To make the banana kind, we followed the same recipe for the chocolate hazelnut gelato but mashed up two very ripe bananas and put that in instead of the Nutella.

We learned that it's very important to put the "custard" in the fridge for a couple hours before putting it into the ice cream maker. We poured the custard in hot when we did our first batch and it barely made it to milk-shake consistency - but it did set up OK when we put it in the freezer. When we cooled the custard on the second batch, it froze nicely in the ice cream maker.

Monday, June 01, 2015

Mission Accomplished.

Hey all, it's Ashton again!

Once again, thank you all for the amazing help with my Eagle project and our family orphanage projects. I was able to rasie $573 thanks to your donations and those of other kind people! This translated to 1,003.90 Lev (Bulgarian currency) and I was able to buy lots of books and a new computer for the orphans.

I also invited people in my area to donate toothbrushes, toothpaste and gum and my friends and family helped me to put together 115 little gift packets with the toiletry items, the gum, and a nice personal note. We took these packets over to Bulgaria with us and delivered them in person.

Here is a video that I made that shares overall information, what I learned, and lots of pictures from the orphanages we visited.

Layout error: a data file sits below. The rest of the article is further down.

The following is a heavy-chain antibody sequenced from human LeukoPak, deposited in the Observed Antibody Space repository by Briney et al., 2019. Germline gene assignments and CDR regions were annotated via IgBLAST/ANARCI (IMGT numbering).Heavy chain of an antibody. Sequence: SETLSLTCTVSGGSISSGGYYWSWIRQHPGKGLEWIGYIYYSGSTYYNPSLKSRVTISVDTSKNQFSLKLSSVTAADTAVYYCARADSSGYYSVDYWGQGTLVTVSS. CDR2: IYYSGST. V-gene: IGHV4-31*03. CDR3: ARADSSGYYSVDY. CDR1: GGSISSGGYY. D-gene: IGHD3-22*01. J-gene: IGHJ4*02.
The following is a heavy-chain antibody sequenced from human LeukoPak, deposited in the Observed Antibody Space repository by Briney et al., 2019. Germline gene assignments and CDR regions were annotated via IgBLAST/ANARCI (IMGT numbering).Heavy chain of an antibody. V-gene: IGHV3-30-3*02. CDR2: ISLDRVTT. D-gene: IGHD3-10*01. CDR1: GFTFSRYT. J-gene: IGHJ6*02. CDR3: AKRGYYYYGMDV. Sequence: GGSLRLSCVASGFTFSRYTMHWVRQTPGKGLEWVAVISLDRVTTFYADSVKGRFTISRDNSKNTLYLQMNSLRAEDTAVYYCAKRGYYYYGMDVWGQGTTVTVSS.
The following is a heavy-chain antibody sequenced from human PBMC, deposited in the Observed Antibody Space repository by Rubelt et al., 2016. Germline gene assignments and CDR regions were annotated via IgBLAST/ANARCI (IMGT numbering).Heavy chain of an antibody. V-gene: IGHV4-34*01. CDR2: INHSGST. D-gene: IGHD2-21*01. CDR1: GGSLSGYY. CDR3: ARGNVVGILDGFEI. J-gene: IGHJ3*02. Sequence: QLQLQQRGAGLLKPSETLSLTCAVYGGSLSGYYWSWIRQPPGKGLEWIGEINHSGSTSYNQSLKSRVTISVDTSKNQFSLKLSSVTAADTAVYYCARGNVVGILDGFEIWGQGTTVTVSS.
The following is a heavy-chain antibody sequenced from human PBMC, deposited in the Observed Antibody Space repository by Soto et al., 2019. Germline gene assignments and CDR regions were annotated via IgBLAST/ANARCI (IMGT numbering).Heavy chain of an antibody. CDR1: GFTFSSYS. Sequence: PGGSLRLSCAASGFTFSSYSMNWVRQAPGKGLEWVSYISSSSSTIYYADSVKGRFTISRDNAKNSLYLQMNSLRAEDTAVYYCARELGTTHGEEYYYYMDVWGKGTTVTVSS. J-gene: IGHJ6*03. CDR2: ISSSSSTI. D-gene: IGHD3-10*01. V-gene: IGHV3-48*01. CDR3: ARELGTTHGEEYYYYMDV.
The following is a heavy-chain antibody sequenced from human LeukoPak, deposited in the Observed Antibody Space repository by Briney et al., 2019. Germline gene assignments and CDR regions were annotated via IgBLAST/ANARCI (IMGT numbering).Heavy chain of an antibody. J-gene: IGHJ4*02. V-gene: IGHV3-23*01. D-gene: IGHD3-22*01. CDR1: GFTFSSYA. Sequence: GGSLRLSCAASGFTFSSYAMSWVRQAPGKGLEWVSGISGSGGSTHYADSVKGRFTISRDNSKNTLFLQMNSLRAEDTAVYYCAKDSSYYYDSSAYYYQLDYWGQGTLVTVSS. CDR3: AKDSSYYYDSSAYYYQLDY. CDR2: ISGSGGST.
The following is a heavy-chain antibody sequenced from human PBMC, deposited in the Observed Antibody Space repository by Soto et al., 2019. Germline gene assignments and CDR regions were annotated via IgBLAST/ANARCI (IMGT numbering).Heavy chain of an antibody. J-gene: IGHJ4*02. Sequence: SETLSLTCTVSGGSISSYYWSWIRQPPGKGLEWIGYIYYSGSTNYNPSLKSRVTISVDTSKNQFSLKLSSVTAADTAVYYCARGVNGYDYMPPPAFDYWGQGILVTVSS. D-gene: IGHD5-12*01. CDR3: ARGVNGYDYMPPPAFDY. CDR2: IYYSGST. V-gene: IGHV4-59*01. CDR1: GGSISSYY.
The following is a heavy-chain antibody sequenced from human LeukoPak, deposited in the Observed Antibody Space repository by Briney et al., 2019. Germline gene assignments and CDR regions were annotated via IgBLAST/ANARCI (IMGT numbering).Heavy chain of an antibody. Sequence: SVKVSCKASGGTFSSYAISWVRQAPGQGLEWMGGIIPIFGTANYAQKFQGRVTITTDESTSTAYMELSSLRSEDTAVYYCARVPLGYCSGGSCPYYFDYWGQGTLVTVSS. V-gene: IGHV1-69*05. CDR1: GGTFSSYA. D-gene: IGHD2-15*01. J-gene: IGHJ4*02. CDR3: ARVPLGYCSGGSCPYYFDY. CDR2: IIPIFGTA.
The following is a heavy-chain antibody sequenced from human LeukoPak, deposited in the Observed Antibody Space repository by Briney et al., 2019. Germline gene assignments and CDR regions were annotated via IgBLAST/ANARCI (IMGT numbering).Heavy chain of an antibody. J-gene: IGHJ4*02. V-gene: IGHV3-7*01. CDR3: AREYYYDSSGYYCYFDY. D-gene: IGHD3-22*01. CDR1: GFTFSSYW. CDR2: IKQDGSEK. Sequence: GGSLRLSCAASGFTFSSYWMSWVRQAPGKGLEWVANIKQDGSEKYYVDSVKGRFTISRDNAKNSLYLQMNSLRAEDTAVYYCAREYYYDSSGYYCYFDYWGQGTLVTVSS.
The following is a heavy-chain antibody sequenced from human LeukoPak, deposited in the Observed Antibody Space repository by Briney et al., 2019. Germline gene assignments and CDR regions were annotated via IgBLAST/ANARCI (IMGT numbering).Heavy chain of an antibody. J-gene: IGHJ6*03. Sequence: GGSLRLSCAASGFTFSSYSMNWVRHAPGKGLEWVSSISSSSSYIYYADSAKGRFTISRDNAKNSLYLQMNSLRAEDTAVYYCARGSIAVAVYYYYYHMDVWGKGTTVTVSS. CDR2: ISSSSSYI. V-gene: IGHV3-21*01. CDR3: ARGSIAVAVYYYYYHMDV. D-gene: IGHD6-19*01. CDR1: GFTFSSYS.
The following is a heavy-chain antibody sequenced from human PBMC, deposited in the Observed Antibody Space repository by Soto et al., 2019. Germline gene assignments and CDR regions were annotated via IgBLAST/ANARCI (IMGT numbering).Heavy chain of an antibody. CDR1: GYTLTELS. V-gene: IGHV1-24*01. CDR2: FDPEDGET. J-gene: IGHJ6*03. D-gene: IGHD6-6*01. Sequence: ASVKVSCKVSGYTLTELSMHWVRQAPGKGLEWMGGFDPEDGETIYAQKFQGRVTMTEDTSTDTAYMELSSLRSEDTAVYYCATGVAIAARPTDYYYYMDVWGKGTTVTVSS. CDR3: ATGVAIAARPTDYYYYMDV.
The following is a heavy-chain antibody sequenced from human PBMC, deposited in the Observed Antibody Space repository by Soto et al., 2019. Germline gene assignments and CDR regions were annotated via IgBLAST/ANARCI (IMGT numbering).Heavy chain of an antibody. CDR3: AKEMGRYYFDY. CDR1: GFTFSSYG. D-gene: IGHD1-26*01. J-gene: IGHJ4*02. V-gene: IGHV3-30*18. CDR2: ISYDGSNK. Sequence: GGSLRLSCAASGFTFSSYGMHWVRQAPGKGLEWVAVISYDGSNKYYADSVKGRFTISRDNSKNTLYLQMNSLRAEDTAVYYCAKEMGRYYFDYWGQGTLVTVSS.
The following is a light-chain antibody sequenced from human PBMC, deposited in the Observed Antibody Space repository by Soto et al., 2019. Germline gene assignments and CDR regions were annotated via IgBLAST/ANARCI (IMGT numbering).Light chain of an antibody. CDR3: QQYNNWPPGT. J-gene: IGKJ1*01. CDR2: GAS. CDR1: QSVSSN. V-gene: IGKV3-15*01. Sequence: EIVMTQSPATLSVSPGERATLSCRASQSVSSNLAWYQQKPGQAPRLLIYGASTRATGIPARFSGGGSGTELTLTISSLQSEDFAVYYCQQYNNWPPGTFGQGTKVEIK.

The orphans were absolutely thrilled about the computer and books that you helped to buy.

We went to an outdoor book market and got lots of great books for the kids (luckily they had lots of our favorite books, translated into Bulgarian, and they gave us a great discount on the books when they heard what we were buying them for).

We got to deliver the computer to the orphanage and I got to turn on the computer for the first time for them. It was a really nice computer - it ran up-to-date software and it was perfect for what the kids needed. They immediately used it to log on to Facebook and added me as a friend so that we can keep in touch. Then, after we delivered the little gifts with the notes, they used Google Translate to see what they meant.

 Every single donation helped, and I'd like to personally thank you all.